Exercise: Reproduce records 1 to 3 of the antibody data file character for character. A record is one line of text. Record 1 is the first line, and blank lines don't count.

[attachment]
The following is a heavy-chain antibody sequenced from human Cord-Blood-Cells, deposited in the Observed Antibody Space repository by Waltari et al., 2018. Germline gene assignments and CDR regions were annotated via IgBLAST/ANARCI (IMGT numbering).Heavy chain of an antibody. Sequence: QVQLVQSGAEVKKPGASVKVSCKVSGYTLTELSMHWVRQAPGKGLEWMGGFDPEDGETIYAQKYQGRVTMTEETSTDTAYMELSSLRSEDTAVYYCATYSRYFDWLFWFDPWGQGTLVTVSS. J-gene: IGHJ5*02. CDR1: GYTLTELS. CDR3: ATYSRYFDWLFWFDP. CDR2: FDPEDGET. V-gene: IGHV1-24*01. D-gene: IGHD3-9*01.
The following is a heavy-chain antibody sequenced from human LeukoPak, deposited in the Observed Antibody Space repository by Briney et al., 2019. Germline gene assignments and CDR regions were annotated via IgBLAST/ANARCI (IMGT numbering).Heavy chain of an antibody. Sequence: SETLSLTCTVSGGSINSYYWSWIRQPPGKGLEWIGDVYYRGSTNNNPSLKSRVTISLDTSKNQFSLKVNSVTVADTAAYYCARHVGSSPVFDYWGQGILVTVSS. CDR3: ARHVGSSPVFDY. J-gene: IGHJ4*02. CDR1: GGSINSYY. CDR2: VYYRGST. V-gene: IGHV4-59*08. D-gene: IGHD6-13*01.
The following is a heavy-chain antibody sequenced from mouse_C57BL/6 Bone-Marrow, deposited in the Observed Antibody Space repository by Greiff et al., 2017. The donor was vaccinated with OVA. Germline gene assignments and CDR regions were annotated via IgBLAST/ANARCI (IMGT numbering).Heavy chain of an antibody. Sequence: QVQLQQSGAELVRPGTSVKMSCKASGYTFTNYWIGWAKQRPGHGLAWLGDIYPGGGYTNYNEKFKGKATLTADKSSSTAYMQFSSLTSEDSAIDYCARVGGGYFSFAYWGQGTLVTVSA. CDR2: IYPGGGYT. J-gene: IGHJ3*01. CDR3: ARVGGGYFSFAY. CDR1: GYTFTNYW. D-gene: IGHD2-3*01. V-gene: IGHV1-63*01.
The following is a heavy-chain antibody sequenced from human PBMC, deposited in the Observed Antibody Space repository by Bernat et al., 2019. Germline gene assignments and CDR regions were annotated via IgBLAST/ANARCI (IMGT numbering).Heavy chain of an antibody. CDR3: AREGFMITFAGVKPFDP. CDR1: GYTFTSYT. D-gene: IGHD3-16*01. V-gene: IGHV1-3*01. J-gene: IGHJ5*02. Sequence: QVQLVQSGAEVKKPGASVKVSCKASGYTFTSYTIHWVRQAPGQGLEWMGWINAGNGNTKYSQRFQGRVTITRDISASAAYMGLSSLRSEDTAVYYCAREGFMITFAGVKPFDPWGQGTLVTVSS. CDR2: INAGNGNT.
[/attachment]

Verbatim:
The following is a heavy-chain antibody sequenced from human Cord-Blood-Cells, deposited in the Observed Antibody Space repository by Waltari et al., 2018. Germline gene assignments and CDR regions were annotated via IgBLAST/ANARCI (IMGT numbering).Heavy chain of an antibody. Sequence: QVQLVQSGAEVKKPGASVKVSCKVSGYTLTELSMHWVRQAPGKGLEWMGGFDPEDGETIYAQKYQGRVTMTEETSTDTAYMELSSLRSEDTAVYYCATYSRYFDWLFWFDPWGQGTLVTVSS. J-gene: IGHJ5*02. CDR1: GYTLTELS. CDR3: ATYSRYFDWLFWFDP. CDR2: FDPEDGET. V-gene: IGHV1-24*01. D-gene: IGHD3-9*01.
The following is a heavy-chain antibody sequenced from human LeukoPak, deposited in the Observed Antibody Space repository by Briney et al., 2019. Germline gene assignments and CDR regions were annotated via IgBLAST/ANARCI (IMGT numbering).Heavy chain of an antibody. Sequence: SETLSLTCTVSGGSINSYYWSWIRQPPGKGLEWIGDVYYRGSTNNNPSLKSRVTISLDTSKNQFSLKVNSVTVADTAAYYCARHVGSSPVFDYWGQGILVTVSS. CDR3: ARHVGSSPVFDY. J-gene: IGHJ4*02. CDR1: GGSINSYY. CDR2: VYYRGST. V-gene: IGHV4-59*08. D-gene: IGHD6-13*01.
The following is a heavy-chain antibody sequenced from mouse_C57BL/6 Bone-Marrow, deposited in the Observed Antibody Space repository by Greiff et al., 2017. The donor was vaccinated with OVA. Germline gene assignments and CDR regions were annotated via IgBLAST/ANARCI (IMGT numbering).Heavy chain of an antibody. Sequence: QVQLQQSGAELVRPGTSVKMSCKASGYTFTNYWIGWAKQRPGHGLAWLGDIYPGGGYTNYNEKFKGKATLTADKSSSTAYMQFSSLTSEDSAIDYCARVGGGYFSFAYWGQGTLVTVSA. CDR2: IYPGGGYT. J-gene: IGHJ3*01. CDR3: ARVGGGYFSFAY. CDR1: GYTFTNYW. D-gene: IGHD2-3*01. V-gene: IGHV1-63*01.